Angkor Wat Temples, located in Siem Reap Province, Cambodia, is one of the world’s most beautiful historical sites. The ancient temple complex has been a UNESCO World Heritage Site since 1992 and is a symbol of Cambodia’s rich history and culture. Every year, millions of tourists visit Angkor Wat to marvel at its incredible beauty, history, and architectural excellence.
The early history of the Angkor Wat Temples is shrouded in mystery. However, it is widely believed that King Suryavarman II constructed the temples during the early 12th century. Historians and archaeologists believe that Angkor Wat was not only a temple but was also the king’s palace and the center of his empire. Some believe that the temple was created as a Hindu shrine while others argue it was a Buddhist temple, and many point to the combination of the two as evidence of Angkor Wat’s ability to unify both religions.
Over the years, Angkor Wat has experienced changes in its religious affiliation and has undergone several renovations and restorations. After the ruler of Angkor declared Buddhism as the state religion, the temple was converted into a Buddhist shrine. Later, during the 16th century, a group of monks took over Angkor Wat, and its condition slowly deteriorated as its notoriety dwindled.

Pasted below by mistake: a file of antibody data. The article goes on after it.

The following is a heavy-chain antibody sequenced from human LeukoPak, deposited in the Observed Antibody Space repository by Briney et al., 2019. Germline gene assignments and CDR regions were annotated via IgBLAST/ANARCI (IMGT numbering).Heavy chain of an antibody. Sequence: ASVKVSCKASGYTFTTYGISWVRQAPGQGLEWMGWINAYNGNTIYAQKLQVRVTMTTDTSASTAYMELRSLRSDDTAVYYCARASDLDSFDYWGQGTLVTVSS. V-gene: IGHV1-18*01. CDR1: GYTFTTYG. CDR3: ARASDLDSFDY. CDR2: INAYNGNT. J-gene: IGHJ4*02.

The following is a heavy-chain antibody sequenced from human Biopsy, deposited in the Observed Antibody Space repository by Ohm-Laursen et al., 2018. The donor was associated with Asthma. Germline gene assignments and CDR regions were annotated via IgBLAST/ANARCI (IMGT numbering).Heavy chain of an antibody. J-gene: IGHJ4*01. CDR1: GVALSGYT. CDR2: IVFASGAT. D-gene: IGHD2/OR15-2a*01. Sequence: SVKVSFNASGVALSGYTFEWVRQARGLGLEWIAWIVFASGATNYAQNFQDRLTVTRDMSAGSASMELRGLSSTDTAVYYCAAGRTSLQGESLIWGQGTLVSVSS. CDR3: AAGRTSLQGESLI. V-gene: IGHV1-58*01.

During the 19th century, the temple complex underwent a series of restorations and significant repairs, making it one of the most popular tourist attractions in Cambodia today. The restoration efforts have continued over the years, ensuring that Angkor Wat remains in pristine condition for future generations to appreciate.
The temple’s design and architecture are breathtaking: the temple features intricate carvings, massive towers, and captivating murals. The entire complex spans an area of approximately 162.6 hectares, with the main temple standing at 65 meters tall. The temple’s architecture is characterized by a centralized tower surrounded by four smaller towers, and each of the towers represents the Mount Meru, which is believed to be the center of the universe in Hindu mythology.
The temple is also home to some of the most incredible and longest galleries of temples in the world, with reliefs depicted as beautifully carved bas-reliefs and stunning murals. The carvings and sculptures depict epic tales from Hindu mythology, such as the myth of the Churning of the Sea of Milk, the Battle of Lanka, and the Marriage of Shiva and Parvati. The temple is also adorned with inscriptions and over 1,800-asuric statues, with most of them having faces similar to the king’s face, Suryavarman II.
In conclusion, Angkor Wat Temples have undoubtedly stood the tests of time and is a testament to Cambodia’s rich heritage. Its architecture, incredible carvings, and history make it one of the world’s most iconic landmarks. Visiting Angkor Wat is like taking a trip back in time, and every tourist should make an effort to explore this unique and awe-inspiring site.